For me, the objective is balance, variation and health. What’s your objective?
As part of Austin Community College’s The Big Read, author Julia Alvarez will visit Austin and give a presentation on her novel In the Time of the Butterflies at the Emma S, Barrientos Mexican American Cultural Center on Wednesday, November 17, 7 pm, 600 River Street. For more information, http://www.austincc.edu/bigread/
The ACC Creative Writing Department is currently offering scholarships in the Fall and Spring to help pay for books and tuition.
Fall Creative Writing Scholarship ($500 for Spring tuition and books) Fall Scholarship Application deadline: November 15th
Spring Creative Writing Scholarship ($500 for Fall tuition and books) Spring Scholarship Application deadline: May 15th
- Overall 3.0 GPA
- 15 hours of completed ACC coursework
- Successfully completed English Comp. I (ENGL 1301)
- Completed at least one ACC creative writing class
- Complete the Creative Writing Scholarship application (click here to download the application)
- Attach a cover letter – this is your opportunity to expand on your ambitions as a creative writer and describe what you hope to achieve at ACC and beyond.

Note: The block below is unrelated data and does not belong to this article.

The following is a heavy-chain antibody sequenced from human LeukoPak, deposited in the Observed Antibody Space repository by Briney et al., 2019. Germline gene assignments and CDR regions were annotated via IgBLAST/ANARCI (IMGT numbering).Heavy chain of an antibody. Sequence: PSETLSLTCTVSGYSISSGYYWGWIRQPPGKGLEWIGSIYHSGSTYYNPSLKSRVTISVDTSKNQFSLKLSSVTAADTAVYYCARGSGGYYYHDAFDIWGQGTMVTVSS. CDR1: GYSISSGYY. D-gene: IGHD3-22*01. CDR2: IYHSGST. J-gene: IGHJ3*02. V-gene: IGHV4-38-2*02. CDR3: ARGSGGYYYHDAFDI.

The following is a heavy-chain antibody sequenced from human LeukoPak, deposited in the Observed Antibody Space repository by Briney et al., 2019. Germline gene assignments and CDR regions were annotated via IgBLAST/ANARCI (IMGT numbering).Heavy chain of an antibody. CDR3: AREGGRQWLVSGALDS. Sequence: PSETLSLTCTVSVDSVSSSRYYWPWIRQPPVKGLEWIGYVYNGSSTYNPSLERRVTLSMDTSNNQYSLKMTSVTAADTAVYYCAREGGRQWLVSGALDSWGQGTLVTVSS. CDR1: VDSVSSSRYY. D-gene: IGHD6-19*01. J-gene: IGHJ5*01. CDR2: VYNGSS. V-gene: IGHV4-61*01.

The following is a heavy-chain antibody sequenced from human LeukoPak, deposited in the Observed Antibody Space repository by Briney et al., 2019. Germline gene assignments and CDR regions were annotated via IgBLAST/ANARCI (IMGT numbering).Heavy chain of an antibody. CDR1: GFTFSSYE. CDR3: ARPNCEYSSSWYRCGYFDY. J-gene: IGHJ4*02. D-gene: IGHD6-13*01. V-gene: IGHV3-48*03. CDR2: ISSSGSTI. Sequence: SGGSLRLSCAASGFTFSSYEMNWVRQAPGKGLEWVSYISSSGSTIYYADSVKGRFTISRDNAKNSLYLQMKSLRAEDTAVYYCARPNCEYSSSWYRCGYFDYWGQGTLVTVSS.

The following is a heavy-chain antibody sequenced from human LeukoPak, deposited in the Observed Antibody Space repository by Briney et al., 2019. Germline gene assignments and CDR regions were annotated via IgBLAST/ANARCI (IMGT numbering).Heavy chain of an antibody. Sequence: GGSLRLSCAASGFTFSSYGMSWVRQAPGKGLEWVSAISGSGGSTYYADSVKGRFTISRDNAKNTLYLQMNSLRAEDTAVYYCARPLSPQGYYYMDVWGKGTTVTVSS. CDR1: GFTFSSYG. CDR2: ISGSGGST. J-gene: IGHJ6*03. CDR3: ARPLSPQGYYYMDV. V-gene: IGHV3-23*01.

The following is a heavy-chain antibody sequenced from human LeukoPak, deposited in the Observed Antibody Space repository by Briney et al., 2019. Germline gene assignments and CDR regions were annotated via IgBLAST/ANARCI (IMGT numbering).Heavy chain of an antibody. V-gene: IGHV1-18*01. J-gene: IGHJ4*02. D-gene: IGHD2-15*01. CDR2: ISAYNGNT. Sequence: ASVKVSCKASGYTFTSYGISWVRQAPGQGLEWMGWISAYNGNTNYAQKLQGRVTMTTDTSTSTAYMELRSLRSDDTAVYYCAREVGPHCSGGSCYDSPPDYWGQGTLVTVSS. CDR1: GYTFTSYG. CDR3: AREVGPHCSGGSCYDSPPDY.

- Include a creative writing sample (one prose piece, five to ten pages of screenplay or play, or three poems) .
- Send everything to: Charlotte Gullick, Department Chair Creative Writing Austin Community College 1212 Rio Grande Austin, TX 78701
The $1,500 Balcones Poetry Prize for 2010 has been awarded to
Horses Where the Answers Should Have Been by Chase Twichell.
The Balcones Center for Creative Writing at Austin Community College is pleased to announce the 2010 Balcones Poetry Prize. The prize of $1,500 recognizes an outstanding book of poetry published during the year.
Horses Where the Answers Should Have Been: New and Selected Poems, published by Copper Canyon Press, gathers the best of Twichell’s previous six books (since 1981) with a generous selection of new poems. The title is not only a clever turn of phrase, but also a serious reflection of her poetics. She gives voice to a Zen sensibility that, rather than offering all the answers to life’s problems, raises insistent questions. In poems of lyrical grace and stark reality, she goes looking for answers that have a mathematical certainty, and instead finds horses. In the midst of a witticism, we are made to contemplate the irreducible, irreplaceable, vanishing forms of nature. The 2010 judges praised her “honest and exquisite poems,” her “naked awareness” and “confident articulation” which are “never presumptuous or arrogant or rash.” “She has a gift for making the ephemeral concrete; thought wears the emblem of language but silent consciousness inhabits senses and intuitions beyond the realm of ideas.” The new poems in particular reflect “the second innocence of an adult mind open to the fearless vulnerability of childlike discovery—and resonating with images of childhood that counterpoint the insights of late middle age. This alternation of imagery infuses the lines with a vital dynamism…between the free animal nature of children and the adult resignation before death.” Twichell was editor of Ausable press from 1999 to 2009, and has won awards from the National Endowment for the Arts and the American Academy of Arts and Letters.